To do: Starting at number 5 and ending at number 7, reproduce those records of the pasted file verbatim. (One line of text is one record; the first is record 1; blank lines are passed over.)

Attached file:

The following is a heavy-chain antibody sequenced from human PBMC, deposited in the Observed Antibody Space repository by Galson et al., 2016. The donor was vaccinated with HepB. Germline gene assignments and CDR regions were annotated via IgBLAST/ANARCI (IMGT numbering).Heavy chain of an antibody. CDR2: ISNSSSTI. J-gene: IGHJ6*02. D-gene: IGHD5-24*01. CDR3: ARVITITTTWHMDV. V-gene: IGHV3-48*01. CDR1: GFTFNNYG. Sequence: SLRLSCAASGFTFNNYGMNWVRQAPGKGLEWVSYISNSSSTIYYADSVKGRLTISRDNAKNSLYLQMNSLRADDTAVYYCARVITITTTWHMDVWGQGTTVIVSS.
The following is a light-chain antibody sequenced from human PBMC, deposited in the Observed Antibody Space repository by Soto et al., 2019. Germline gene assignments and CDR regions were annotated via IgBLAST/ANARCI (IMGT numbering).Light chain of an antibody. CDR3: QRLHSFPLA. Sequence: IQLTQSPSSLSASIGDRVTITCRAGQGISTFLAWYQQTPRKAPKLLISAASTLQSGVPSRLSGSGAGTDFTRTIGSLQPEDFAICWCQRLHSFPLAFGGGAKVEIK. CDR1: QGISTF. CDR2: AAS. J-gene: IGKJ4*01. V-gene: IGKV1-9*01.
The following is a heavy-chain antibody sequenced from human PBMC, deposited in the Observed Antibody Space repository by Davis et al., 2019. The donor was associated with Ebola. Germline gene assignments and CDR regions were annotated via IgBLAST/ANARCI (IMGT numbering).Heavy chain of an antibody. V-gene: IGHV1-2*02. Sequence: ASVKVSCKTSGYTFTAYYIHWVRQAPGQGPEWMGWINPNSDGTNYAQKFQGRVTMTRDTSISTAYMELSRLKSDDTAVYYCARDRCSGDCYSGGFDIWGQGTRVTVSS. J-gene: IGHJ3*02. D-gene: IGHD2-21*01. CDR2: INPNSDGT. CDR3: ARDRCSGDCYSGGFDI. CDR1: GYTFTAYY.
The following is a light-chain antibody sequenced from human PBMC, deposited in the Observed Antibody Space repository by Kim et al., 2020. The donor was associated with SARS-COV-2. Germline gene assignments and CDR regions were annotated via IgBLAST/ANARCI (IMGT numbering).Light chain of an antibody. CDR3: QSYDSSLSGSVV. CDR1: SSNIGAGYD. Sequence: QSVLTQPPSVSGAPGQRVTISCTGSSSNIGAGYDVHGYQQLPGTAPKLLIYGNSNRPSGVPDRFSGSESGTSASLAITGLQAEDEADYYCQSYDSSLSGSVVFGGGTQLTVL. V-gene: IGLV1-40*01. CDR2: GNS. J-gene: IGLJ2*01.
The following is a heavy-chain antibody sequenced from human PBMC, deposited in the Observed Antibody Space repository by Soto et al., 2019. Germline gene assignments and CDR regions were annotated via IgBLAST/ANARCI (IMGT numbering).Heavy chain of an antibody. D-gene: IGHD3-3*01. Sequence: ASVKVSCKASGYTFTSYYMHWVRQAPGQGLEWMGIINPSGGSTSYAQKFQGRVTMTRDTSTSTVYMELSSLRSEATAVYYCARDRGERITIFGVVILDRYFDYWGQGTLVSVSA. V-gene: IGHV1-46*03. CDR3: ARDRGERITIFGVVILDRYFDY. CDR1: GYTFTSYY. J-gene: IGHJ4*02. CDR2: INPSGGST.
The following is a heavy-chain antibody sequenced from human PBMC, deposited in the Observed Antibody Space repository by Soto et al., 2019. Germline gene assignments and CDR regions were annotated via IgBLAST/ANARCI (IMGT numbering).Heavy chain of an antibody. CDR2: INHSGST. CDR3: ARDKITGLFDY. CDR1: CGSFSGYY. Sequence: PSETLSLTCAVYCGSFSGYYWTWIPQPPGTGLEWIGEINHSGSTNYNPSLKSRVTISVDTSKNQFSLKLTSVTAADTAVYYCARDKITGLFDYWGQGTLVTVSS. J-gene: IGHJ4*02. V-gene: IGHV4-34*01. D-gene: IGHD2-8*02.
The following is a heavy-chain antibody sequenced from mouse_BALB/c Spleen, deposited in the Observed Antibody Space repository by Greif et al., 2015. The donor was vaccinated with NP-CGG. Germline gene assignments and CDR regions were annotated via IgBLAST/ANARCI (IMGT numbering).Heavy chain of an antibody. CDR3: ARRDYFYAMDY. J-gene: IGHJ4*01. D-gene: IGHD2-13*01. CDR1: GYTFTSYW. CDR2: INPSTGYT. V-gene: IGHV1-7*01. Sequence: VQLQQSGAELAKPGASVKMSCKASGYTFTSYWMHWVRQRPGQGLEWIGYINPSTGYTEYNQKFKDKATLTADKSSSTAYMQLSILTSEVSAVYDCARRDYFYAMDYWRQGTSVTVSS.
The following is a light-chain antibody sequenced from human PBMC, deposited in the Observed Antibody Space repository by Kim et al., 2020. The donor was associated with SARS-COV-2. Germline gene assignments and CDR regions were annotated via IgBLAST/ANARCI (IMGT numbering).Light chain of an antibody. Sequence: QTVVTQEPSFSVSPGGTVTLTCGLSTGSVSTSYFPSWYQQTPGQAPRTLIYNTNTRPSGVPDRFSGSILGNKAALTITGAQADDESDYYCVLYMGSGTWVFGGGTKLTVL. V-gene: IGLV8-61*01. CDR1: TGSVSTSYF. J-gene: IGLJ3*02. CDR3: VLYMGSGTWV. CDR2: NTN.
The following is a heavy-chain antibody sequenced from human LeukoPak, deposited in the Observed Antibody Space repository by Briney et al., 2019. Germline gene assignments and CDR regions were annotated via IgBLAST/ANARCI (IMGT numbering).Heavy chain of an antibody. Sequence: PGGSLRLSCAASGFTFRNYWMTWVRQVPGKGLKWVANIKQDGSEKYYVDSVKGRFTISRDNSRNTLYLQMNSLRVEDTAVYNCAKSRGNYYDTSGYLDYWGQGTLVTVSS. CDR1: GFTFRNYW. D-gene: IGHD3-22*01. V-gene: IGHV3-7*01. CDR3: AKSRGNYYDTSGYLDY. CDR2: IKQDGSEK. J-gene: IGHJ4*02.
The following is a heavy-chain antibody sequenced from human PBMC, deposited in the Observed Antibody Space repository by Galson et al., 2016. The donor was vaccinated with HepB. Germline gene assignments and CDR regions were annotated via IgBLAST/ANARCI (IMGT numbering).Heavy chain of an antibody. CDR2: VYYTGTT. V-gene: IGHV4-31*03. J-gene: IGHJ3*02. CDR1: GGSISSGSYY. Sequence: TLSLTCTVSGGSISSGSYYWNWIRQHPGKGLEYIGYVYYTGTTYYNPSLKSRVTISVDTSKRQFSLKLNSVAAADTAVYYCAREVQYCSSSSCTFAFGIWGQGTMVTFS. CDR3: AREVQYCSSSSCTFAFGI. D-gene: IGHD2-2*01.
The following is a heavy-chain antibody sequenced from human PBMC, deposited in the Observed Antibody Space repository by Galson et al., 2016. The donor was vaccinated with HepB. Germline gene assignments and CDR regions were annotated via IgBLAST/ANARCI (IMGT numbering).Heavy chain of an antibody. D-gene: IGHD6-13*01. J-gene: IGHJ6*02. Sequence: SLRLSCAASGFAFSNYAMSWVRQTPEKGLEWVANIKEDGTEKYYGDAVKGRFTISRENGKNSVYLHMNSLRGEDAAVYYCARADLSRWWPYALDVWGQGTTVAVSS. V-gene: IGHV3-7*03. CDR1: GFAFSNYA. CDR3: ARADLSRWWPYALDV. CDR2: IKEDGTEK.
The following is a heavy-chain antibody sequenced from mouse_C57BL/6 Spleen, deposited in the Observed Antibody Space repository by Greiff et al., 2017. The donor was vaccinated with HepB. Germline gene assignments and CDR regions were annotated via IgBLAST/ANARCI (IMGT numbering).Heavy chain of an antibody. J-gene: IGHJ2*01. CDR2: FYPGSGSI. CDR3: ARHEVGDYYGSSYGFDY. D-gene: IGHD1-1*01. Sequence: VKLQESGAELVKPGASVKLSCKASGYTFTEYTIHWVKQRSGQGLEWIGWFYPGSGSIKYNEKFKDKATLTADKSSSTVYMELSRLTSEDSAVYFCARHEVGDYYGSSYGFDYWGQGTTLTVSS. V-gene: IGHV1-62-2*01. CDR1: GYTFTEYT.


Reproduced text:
The following is a heavy-chain antibody sequenced from human PBMC, deposited in the Observed Antibody Space repository by Soto et al., 2019. Germline gene assignments and CDR regions were annotated via IgBLAST/ANARCI (IMGT numbering).Heavy chain of an antibody. D-gene: IGHD3-3*01. Sequence: ASVKVSCKASGYTFTSYYMHWVRQAPGQGLEWMGIINPSGGSTSYAQKFQGRVTMTRDTSTSTVYMELSSLRSEATAVYYCARDRGERITIFGVVILDRYFDYWGQGTLVSVSA. V-gene: IGHV1-46*03. CDR3: ARDRGERITIFGVVILDRYFDY. CDR1: GYTFTSYY. J-gene: IGHJ4*02. CDR2: INPSGGST.
The following is a heavy-chain antibody sequenced from human PBMC, deposited in the Observed Antibody Space repository by Soto et al., 2019. Germline gene assignments and CDR regions were annotated via IgBLAST/ANARCI (IMGT numbering).Heavy chain of an antibody. CDR2: INHSGST. CDR3: ARDKITGLFDY. CDR1: CGSFSGYY. Sequence: PSETLSLTCAVYCGSFSGYYWTWIPQPPGTGLEWIGEINHSGSTNYNPSLKSRVTISVDTSKNQFSLKLTSVTAADTAVYYCARDKITGLFDYWGQGTLVTVSS. J-gene: IGHJ4*02. V-gene: IGHV4-34*01. D-gene: IGHD2-8*02.
The following is a heavy-chain antibody sequenced from mouse_BALB/c Spleen, deposited in the Observed Antibody Space repository by Greif et al., 2015. The donor was vaccinated with NP-CGG. Germline gene assignments and CDR regions were annotated via IgBLAST/ANARCI (IMGT numbering).Heavy chain of an antibody. CDR3: ARRDYFYAMDY. J-gene: IGHJ4*01. D-gene: IGHD2-13*01. CDR1: GYTFTSYW. CDR2: INPSTGYT. V-gene: IGHV1-7*01. Sequence: VQLQQSGAELAKPGASVKMSCKASGYTFTSYWMHWVRQRPGQGLEWIGYINPSTGYTEYNQKFKDKATLTADKSSSTAYMQLSILTSEVSAVYDCARRDYFYAMDYWRQGTSVTVSS.